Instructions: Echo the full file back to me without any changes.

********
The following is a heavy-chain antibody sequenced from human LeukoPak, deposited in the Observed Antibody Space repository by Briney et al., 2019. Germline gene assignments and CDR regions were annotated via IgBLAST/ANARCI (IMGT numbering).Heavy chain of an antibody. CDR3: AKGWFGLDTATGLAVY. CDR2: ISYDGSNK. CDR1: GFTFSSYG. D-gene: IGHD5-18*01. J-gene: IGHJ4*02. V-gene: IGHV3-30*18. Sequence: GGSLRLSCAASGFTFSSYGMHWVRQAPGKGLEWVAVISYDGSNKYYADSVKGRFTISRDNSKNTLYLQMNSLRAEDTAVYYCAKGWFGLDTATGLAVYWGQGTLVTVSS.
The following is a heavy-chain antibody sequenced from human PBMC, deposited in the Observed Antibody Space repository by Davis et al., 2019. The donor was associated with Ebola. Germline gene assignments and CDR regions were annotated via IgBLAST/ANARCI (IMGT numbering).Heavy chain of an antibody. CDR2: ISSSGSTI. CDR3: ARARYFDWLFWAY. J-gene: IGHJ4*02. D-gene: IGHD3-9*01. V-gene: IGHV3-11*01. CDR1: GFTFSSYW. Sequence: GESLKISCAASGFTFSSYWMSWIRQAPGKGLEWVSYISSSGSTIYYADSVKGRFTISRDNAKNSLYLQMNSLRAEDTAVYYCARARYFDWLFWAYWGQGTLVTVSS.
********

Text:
The following is a heavy-chain antibody sequenced from human LeukoPak, deposited in the Observed Antibody Space repository by Briney et al., 2019. Germline gene assignments and CDR regions were annotated via IgBLAST/ANARCI (IMGT numbering).Heavy chain of an antibody. CDR3: AKGWFGLDTATGLAVY. CDR2: ISYDGSNK. CDR1: GFTFSSYG. D-gene: IGHD5-18*01. J-gene: IGHJ4*02. V-gene: IGHV3-30*18. Sequence: GGSLRLSCAASGFTFSSYGMHWVRQAPGKGLEWVAVISYDGSNKYYADSVKGRFTISRDNSKNTLYLQMNSLRAEDTAVYYCAKGWFGLDTATGLAVYWGQGTLVTVSS.
The following is a heavy-chain antibody sequenced from human PBMC, deposited in the Observed Antibody Space repository by Davis et al., 2019. The donor was associated with Ebola. Germline gene assignments and CDR regions were annotated via IgBLAST/ANARCI (IMGT numbering).Heavy chain of an antibody. CDR2: ISSSGSTI. CDR3: ARARYFDWLFWAY. J-gene: IGHJ4*02. D-gene: IGHD3-9*01. V-gene: IGHV3-11*01. CDR1: GFTFSSYW. Sequence: GESLKISCAASGFTFSSYWMSWIRQAPGKGLEWVSYISSSGSTIYYADSVKGRFTISRDNAKNSLYLQMNSLRAEDTAVYYCARARYFDWLFWAYWGQGTLVTVSS.